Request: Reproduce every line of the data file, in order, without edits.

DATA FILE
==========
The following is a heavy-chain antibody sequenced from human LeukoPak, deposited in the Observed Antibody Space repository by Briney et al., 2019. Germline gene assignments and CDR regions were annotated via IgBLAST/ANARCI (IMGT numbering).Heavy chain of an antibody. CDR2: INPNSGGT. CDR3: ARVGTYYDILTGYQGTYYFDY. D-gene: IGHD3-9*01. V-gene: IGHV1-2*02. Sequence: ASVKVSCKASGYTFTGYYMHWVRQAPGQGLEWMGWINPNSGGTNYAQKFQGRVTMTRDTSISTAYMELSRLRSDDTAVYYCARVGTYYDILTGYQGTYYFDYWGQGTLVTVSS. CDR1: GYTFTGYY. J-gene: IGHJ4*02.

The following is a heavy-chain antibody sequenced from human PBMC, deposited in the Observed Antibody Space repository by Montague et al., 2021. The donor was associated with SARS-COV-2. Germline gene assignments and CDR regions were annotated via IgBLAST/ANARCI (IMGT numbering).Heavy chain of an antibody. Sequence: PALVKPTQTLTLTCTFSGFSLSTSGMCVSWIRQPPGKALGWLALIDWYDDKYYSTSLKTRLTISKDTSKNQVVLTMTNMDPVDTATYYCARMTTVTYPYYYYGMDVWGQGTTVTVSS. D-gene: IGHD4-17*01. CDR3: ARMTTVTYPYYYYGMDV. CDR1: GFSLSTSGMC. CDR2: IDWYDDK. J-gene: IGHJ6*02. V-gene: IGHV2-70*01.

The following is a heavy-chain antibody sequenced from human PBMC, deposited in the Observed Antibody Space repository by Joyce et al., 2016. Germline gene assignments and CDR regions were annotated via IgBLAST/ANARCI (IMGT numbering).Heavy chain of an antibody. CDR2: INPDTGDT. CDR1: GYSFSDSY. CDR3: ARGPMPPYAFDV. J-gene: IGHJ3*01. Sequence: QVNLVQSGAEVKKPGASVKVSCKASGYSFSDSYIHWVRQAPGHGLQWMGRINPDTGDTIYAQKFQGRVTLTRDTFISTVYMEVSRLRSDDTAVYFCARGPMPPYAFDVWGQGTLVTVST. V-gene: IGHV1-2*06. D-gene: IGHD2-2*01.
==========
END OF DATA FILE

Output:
The following is a heavy-chain antibody sequenced from human LeukoPak, deposited in the Observed Antibody Space repository by Briney et al., 2019. Germline gene assignments and CDR regions were annotated via IgBLAST/ANARCI (IMGT numbering).Heavy chain of an antibody. CDR2: INPNSGGT. CDR3: ARVGTYYDILTGYQGTYYFDY. D-gene: IGHD3-9*01. V-gene: IGHV1-2*02. Sequence: ASVKVSCKASGYTFTGYYMHWVRQAPGQGLEWMGWINPNSGGTNYAQKFQGRVTMTRDTSISTAYMELSRLRSDDTAVYYCARVGTYYDILTGYQGTYYFDYWGQGTLVTVSS. CDR1: GYTFTGYY. J-gene: IGHJ4*02.

The following is a heavy-chain antibody sequenced from human PBMC, deposited in the Observed Antibody Space repository by Montague et al., 2021. The donor was associated with SARS-COV-2. Germline gene assignments and CDR regions were annotated via IgBLAST/ANARCI (IMGT numbering).Heavy chain of an antibody. Sequence: PALVKPTQTLTLTCTFSGFSLSTSGMCVSWIRQPPGKALGWLALIDWYDDKYYSTSLKTRLTISKDTSKNQVVLTMTNMDPVDTATYYCARMTTVTYPYYYYGMDVWGQGTTVTVSS. D-gene: IGHD4-17*01. CDR3: ARMTTVTYPYYYYGMDV. CDR1: GFSLSTSGMC. CDR2: IDWYDDK. J-gene: IGHJ6*02. V-gene: IGHV2-70*01.

The following is a heavy-chain antibody sequenced from human PBMC, deposited in the Observed Antibody Space repository by Joyce et al., 2016. Germline gene assignments and CDR regions were annotated via IgBLAST/ANARCI (IMGT numbering).Heavy chain of an antibody. CDR2: INPDTGDT. CDR1: GYSFSDSY. CDR3: ARGPMPPYAFDV. J-gene: IGHJ3*01. Sequence: QVNLVQSGAEVKKPGASVKVSCKASGYSFSDSYIHWVRQAPGHGLQWMGRINPDTGDTIYAQKFQGRVTLTRDTFISTVYMEVSRLRSDDTAVYFCARGPMPPYAFDVWGQGTLVTVST. V-gene: IGHV1-2*06. D-gene: IGHD2-2*01.